I joined Washington Sea Grant last March following a 25-year career with The Nature Conservancy, where I worked on coastal management and marine conservation issues in South Florida and here in the Pacific Northwest. Living in the Florida Keys meant getting up close and personal with coastal hazards. My wife and I experienced four hurricanes that hit or brushed the Keys over the six years we lived there, and it didn’t require much imagination to picture how sea level rise will play out. The Keys are, after all, a string of very old coral reefs that died when past sea levels fell and left them exposed as islands.
We face a daunting range of natural and human-induced hazards in coastal Washington, too. Some are continual and inexorable, such as sea level rise. Some are commonplace phenomena that can be disastrous, such as winter storms, seasonal flooding and bluff or beach erosion. And some are rare events that can be cataclysmic: major earthquakes and tsunamis. Like the Florida Keys, we too need a culture of preparedness that anticipates and deals with all these potential hazards.
Washington Sea Grant and the Department of Ecology have been working in close collaboration for several years to support preparedness and resilience in Washington’s coastal communities. The Coastal Hazards Resilience Network is a product of that collaboration, and I appreciate the way the network is expanding and bringing more perspectives and expertise to this mission. We still have work to do: In a recent meeting, the mayor of a coastal town told us, “I couldn’t find anyone to turn to until we had a crisis.” We are setting out to change that with a broad-based partnership project, supported by a grant from NOAA’s Office of Coastal Management.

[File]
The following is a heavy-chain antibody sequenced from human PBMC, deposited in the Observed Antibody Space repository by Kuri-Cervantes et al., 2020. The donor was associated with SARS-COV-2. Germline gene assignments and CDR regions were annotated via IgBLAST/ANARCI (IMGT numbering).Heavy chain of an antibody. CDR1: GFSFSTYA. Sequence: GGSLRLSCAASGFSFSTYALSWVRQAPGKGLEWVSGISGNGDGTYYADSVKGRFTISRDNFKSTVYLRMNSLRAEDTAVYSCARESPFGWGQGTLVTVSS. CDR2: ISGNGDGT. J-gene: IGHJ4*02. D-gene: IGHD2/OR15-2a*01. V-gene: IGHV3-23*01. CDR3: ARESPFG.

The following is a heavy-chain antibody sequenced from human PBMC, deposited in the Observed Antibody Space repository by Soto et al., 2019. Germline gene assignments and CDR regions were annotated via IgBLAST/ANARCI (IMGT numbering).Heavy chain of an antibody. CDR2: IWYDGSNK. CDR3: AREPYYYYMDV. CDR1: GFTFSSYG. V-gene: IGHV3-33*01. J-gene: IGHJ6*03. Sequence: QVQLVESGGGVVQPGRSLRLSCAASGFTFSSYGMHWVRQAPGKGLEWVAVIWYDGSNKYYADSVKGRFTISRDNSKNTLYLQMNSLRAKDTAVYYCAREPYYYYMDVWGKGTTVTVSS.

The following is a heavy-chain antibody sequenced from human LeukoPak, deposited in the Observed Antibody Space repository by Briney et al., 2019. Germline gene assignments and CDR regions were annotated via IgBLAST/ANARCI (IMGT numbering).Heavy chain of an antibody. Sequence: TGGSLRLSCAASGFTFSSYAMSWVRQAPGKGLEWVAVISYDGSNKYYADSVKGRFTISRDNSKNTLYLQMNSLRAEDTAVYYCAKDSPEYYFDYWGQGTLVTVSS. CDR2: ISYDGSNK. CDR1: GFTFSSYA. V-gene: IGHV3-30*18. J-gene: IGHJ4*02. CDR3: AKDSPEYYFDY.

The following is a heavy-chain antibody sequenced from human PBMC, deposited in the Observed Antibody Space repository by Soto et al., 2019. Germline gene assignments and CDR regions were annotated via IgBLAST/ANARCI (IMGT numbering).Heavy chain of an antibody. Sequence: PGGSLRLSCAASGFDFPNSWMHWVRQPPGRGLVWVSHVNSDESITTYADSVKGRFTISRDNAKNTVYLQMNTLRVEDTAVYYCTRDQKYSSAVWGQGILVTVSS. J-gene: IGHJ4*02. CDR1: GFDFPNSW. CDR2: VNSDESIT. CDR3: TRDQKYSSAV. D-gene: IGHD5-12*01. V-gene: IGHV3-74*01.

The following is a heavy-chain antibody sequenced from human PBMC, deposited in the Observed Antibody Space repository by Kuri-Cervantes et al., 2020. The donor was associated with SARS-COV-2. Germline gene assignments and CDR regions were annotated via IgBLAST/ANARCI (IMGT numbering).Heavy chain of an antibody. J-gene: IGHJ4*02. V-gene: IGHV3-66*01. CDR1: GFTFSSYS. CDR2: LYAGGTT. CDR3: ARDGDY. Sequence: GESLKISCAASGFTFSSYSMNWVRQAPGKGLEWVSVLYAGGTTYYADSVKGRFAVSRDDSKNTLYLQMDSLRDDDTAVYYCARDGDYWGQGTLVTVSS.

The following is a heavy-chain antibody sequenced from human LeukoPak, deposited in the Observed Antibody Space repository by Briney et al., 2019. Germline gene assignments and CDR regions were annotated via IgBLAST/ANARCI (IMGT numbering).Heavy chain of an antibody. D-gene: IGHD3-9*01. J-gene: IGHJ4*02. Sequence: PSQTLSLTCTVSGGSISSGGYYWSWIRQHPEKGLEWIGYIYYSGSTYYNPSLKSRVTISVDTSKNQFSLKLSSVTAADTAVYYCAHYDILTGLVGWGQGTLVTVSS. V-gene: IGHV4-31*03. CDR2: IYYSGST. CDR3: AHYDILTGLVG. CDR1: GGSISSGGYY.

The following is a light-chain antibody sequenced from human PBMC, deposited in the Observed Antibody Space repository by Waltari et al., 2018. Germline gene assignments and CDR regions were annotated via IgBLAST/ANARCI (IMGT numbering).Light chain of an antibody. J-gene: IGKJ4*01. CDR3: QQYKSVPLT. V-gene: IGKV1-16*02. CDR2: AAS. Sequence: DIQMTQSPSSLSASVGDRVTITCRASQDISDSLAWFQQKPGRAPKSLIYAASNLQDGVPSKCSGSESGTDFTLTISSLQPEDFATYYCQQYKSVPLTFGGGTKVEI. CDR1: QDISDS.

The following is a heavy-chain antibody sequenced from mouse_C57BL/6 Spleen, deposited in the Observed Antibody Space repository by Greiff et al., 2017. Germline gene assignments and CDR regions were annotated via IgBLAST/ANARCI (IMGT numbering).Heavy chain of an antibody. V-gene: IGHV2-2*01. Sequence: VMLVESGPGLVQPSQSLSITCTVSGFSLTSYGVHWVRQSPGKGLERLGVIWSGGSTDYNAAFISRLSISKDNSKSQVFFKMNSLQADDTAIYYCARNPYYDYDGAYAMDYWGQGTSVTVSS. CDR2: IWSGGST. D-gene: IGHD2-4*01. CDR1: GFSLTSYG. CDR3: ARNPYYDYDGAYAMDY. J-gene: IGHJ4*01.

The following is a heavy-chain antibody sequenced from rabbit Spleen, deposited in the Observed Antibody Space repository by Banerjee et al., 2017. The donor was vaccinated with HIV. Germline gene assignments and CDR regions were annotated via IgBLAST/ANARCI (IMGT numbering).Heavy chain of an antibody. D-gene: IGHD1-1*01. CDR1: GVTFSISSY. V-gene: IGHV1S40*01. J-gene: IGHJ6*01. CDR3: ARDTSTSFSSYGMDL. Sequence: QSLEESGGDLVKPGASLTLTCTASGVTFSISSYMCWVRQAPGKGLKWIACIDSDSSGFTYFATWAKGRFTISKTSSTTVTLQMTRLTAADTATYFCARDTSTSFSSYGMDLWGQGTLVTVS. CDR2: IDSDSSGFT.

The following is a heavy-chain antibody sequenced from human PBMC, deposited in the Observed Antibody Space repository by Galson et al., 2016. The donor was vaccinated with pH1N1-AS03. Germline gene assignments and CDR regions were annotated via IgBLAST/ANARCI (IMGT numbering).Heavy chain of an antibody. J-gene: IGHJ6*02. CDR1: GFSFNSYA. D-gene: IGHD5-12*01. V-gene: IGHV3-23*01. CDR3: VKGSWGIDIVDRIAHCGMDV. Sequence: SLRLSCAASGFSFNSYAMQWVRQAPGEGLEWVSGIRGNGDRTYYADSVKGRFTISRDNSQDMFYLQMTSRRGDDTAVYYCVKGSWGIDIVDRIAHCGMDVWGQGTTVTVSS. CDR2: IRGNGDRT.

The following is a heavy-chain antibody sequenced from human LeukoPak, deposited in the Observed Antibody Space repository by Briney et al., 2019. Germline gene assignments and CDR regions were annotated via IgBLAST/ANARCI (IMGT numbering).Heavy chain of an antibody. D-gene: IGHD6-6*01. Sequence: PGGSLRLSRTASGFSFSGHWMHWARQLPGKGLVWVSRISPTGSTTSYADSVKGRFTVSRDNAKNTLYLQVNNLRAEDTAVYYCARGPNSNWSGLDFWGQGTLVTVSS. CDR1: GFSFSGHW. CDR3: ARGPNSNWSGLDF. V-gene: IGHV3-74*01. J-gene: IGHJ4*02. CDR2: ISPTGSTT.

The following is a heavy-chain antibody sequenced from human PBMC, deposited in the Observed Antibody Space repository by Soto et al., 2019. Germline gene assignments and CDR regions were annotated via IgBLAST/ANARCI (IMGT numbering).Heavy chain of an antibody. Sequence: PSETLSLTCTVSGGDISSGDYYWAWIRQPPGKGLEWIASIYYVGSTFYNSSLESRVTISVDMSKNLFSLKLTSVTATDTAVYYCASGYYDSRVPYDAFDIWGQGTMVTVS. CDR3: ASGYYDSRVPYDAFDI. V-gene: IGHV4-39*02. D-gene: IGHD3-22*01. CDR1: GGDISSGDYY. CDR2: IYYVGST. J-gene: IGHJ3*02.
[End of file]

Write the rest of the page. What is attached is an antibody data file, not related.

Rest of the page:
In March, NOAA awarded nearly $900,00 to a consortium led by Sea Grant and Ecology for a three-year project to increase the state’s capacity to support local resilience efforts. Known as the Washington Coastal Resilience Project (WCRP), it is a complex effort that depends on a high level of collaboration to create new capacity with existing resources. Many people contributed to the winning proposal, led by Sea Grant and Ecology. Washington Sea Grant Director Penny Dalton captured the vision for the project in a simple statement: “By working together to build on and leverage existing Washington planning and management resources, project partners hope to make real progress in addressing local vulnerability to coastal hazards and changing climate.”
The project is now well underway. Agency and academic scientists are collaborating on research to fill critical information gaps. Three local project teams are preparing to test approaches that show promise for broader success across the state, eventually reshaping statewide guidance and funding programs that support local efforts. The project will increase understanding of coastal risks and impacts and it will improve existing planning and training tools to ensure that new information and approaches are shared widely. The below graphic illustrates how four key project objectives build upon one another to increase support to coastal communities.
Look for more reports and updates on this blog as results emerge from each of the four project teams. I’m very excited to be a part of this ground-breaking partnership project.